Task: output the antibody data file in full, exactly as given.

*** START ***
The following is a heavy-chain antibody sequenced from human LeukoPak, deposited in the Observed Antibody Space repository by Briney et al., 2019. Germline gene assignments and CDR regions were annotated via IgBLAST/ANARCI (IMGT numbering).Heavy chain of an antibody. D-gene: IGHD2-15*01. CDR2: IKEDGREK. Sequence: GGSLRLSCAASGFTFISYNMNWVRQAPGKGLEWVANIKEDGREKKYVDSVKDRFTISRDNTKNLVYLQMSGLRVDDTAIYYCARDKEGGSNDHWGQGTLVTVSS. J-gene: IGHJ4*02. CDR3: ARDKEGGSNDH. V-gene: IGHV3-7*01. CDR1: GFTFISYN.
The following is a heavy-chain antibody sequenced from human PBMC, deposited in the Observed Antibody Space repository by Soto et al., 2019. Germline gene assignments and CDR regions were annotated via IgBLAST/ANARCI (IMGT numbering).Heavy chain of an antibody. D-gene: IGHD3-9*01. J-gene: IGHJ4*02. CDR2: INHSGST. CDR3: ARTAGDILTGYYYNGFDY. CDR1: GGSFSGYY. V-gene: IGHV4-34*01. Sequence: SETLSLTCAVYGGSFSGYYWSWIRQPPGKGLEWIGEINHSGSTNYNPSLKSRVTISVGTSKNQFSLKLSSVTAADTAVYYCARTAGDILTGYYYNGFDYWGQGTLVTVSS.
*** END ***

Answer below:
The following is a heavy-chain antibody sequenced from human LeukoPak, deposited in the Observed Antibody Space repository by Briney et al., 2019. Germline gene assignments and CDR regions were annotated via IgBLAST/ANARCI (IMGT numbering).Heavy chain of an antibody. D-gene: IGHD2-15*01. CDR2: IKEDGREK. Sequence: GGSLRLSCAASGFTFISYNMNWVRQAPGKGLEWVANIKEDGREKKYVDSVKDRFTISRDNTKNLVYLQMSGLRVDDTAIYYCARDKEGGSNDHWGQGTLVTVSS. J-gene: IGHJ4*02. CDR3: ARDKEGGSNDH. V-gene: IGHV3-7*01. CDR1: GFTFISYN.
The following is a heavy-chain antibody sequenced from human PBMC, deposited in the Observed Antibody Space repository by Soto et al., 2019. Germline gene assignments and CDR regions were annotated via IgBLAST/ANARCI (IMGT numbering).Heavy chain of an antibody. D-gene: IGHD3-9*01. J-gene: IGHJ4*02. CDR2: INHSGST. CDR3: ARTAGDILTGYYYNGFDY. CDR1: GGSFSGYY. V-gene: IGHV4-34*01. Sequence: SETLSLTCAVYGGSFSGYYWSWIRQPPGKGLEWIGEINHSGSTNYNPSLKSRVTISVGTSKNQFSLKLSSVTAADTAVYYCARTAGDILTGYYYNGFDYWGQGTLVTVSS.